June 3, 2005
The Chinese sturgeon is believed to have inhabited the Yangtze River since the dinosaur era. But since the first dam blocked China’s longest river in January 1981, the Yangtze’s oldest species has been decimated, and could soon be lost forever.
Dams, pollution, river traffic and illegal fishing have pushed to the brink of extinction a fish species that has swum in the Yangtze River since dinosaurs roamed the Earth.
The Chinese sturgeon, sometimes referred to as “the panda of the water” because of its endangered status, is thought to date back as far as 140 million years, to the Mesozoic Era. But the megadam era could be the death of it.
The recent travails of the venerable fish appear to illustrate a statement by Wang Xihua, deputy director of the Ministry of Agriculture’s Bureau of Fisheries, quoted in Beijing Review last year: “Years of research show that it is river damming, rather than overfishing or industrial pollution, that causes the worst damage to fishery resources.”
The first dam built on the Yangtze blocked China’s longest river in January 1981 and cut the Chinese sturgeon off from its traditional spawning grounds. It is still battling to survive, but its population has been decimated. Now a proposed dyke-construction project, which has gone virtually unreported in China, looks set to upset the delicate ecological balance in the species’ current breeding zone.
“When the Yangtze was dammed for the first time 24 years ago [for the Gezhouba hydroelectric project], the Chinese sturgeon was everywhere and easy to catch, especially in the section below the dam,” recalls Wei Qiwei, a senior researcher with the Yangtze River Fisheries Research Institute. “The fish was on sale in almost every market in Yichang.” Prof. Wei believes there may be only several hundred adult Chinese sturgeon now left in the river.
Liu Jian, an official with the Shanghai Municipal Agricultural Commission, says the species “might die out in five years unless appropriate measures are taken immediately.” Mr. Liu issued the warning during a press conference at which city officials announced a comprehensive five-month fishing ban, extending from May 1 to Sept. 30, in the waters to the east of Shanghai’s Chongming Island. Chinese sturgeon, listed since 1988 as a “first-class protected species,” cannot be caught legally anywhere on the Yangtze. (Scientists are allowed to capture alive a small number for research, but recently they have had trouble finding even the few their quota permits.)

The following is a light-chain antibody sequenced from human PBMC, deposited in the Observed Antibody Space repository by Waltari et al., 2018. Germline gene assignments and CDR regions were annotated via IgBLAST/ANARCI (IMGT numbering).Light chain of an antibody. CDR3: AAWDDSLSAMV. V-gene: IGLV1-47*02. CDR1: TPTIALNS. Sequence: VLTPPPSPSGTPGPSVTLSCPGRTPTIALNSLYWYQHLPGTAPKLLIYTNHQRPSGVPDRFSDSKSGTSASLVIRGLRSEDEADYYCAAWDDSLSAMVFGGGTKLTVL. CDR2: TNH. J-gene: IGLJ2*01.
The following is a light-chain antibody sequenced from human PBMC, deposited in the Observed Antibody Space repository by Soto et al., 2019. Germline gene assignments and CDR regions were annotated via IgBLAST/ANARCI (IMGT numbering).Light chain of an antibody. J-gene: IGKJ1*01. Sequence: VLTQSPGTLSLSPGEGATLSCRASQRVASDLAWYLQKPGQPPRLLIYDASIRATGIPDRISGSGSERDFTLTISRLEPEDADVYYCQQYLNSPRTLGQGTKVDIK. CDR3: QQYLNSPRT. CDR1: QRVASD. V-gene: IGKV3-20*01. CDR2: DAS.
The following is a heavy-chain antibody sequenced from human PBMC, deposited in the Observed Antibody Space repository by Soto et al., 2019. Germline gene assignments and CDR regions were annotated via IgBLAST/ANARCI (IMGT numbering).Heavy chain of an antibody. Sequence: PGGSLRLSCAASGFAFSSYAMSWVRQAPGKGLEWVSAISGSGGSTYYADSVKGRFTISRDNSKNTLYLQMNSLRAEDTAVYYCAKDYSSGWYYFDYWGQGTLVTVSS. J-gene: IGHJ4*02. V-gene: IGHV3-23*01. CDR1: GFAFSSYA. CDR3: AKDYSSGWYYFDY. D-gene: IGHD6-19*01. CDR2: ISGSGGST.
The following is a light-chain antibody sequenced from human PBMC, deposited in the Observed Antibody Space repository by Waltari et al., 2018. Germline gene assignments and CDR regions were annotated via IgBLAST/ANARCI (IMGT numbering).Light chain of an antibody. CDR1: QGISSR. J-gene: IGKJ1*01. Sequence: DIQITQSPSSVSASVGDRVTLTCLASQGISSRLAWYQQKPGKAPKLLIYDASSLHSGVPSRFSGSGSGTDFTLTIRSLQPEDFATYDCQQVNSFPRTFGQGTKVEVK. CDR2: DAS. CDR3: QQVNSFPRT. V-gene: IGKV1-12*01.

The temporary ban on all fishing near Chongming Island has been introduced to prevent the migratory sturgeon from being caught accidentally as it swims through the area on its way to the sea.
The biggest of the Yangtze’s 400 fish species, and one of the world’s oldest vertebrates, the Chinese sturgeon is also the largest member of the sturgeon family. It can grow to four metres (13 feet) long and weigh 450 kilograms (1,000 pounds) or more.
Of all the modern pressures that confront this ancient leviathan (including a megadose of pollution, in the form of an estimated 24 billion tons of industrial waste and sewage dumped into the Yangtze every year), dams have emerged as its chief nemesis. And in a major international survey last year, the World Wide Fund for Nature said the Yangtze faces a greater environmental threat from dam building than any other river in the world, with 46 large dams already built, under construction or planned.
Chinese sturgeon reproduce in fresh water, but do most of their maturing in salt water. Adult sturgeon swim upstream from the sea to spawn in the middle reaches of the Yangtze, then lead their young back down the river to the estuary near Shanghai and out to the East China and Yellow seas, where the fry will feed and grow.
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